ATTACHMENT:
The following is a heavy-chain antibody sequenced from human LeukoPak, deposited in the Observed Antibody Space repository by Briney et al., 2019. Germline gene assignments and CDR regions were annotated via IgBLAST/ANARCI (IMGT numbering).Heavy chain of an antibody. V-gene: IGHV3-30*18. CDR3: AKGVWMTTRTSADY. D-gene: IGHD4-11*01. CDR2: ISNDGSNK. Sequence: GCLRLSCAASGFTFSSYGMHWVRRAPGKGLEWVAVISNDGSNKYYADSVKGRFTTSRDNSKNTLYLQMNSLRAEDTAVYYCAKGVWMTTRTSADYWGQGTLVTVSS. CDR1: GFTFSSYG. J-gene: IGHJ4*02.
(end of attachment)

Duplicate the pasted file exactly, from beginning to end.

The following is a heavy-chain antibody sequenced from human LeukoPak, deposited in the Observed Antibody Space repository by Briney et al., 2019. Germline gene assignments and CDR regions were annotated via IgBLAST/ANARCI (IMGT numbering).Heavy chain of an antibody. V-gene: IGHV3-30*18. CDR3: AKGVWMTTRTSADY. D-gene: IGHD4-11*01. CDR2: ISNDGSNK. Sequence: GCLRLSCAASGFTFSSYGMHWVRRAPGKGLEWVAVISNDGSNKYYADSVKGRFTTSRDNSKNTLYLQMNSLRAEDTAVYYCAKGVWMTTRTSADYWGQGTLVTVSS. CDR1: GFTFSSYG. J-gene: IGHJ4*02.